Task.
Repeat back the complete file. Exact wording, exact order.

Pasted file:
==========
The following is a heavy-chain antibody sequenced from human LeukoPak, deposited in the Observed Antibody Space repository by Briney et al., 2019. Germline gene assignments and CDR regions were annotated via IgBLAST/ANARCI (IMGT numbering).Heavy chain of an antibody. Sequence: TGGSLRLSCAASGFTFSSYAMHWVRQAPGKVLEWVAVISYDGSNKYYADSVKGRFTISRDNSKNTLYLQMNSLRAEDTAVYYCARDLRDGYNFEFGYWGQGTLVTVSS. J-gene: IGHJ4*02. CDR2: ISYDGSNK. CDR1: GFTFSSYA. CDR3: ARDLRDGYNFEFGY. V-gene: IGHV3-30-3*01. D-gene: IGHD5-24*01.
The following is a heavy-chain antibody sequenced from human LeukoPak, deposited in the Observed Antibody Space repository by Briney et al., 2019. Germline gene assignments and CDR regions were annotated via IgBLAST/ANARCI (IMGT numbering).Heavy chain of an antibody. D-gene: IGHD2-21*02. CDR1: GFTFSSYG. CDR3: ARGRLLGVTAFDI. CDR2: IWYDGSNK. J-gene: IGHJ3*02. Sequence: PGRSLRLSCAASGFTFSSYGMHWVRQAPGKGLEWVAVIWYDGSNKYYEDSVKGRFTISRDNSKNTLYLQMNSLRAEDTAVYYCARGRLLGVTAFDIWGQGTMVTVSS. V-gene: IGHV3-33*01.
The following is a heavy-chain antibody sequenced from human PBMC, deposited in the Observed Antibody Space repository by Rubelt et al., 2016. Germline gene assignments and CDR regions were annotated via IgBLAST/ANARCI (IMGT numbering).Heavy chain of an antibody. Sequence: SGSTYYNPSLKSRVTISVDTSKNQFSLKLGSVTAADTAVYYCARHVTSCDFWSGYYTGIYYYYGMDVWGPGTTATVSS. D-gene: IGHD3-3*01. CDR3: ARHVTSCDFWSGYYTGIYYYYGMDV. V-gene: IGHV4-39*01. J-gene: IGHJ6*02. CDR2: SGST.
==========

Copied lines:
The following is a heavy-chain antibody sequenced from human LeukoPak, deposited in the Observed Antibody Space repository by Briney et al., 2019. Germline gene assignments and CDR regions were annotated via IgBLAST/ANARCI (IMGT numbering).Heavy chain of an antibody. Sequence: TGGSLRLSCAASGFTFSSYAMHWVRQAPGKVLEWVAVISYDGSNKYYADSVKGRFTISRDNSKNTLYLQMNSLRAEDTAVYYCARDLRDGYNFEFGYWGQGTLVTVSS. J-gene: IGHJ4*02. CDR2: ISYDGSNK. CDR1: GFTFSSYA. CDR3: ARDLRDGYNFEFGY. V-gene: IGHV3-30-3*01. D-gene: IGHD5-24*01.
The following is a heavy-chain antibody sequenced from human LeukoPak, deposited in the Observed Antibody Space repository by Briney et al., 2019. Germline gene assignments and CDR regions were annotated via IgBLAST/ANARCI (IMGT numbering).Heavy chain of an antibody. D-gene: IGHD2-21*02. CDR1: GFTFSSYG. CDR3: ARGRLLGVTAFDI. CDR2: IWYDGSNK. J-gene: IGHJ3*02. Sequence: PGRSLRLSCAASGFTFSSYGMHWVRQAPGKGLEWVAVIWYDGSNKYYEDSVKGRFTISRDNSKNTLYLQMNSLRAEDTAVYYCARGRLLGVTAFDIWGQGTMVTVSS. V-gene: IGHV3-33*01.
The following is a heavy-chain antibody sequenced from human PBMC, deposited in the Observed Antibody Space repository by Rubelt et al., 2016. Germline gene assignments and CDR regions were annotated via IgBLAST/ANARCI (IMGT numbering).Heavy chain of an antibody. Sequence: SGSTYYNPSLKSRVTISVDTSKNQFSLKLGSVTAADTAVYYCARHVTSCDFWSGYYTGIYYYYGMDVWGPGTTATVSS. D-gene: IGHD3-3*01. CDR3: ARHVTSCDFWSGYYTGIYYYYGMDV. V-gene: IGHV4-39*01. J-gene: IGHJ6*02. CDR2: SGST.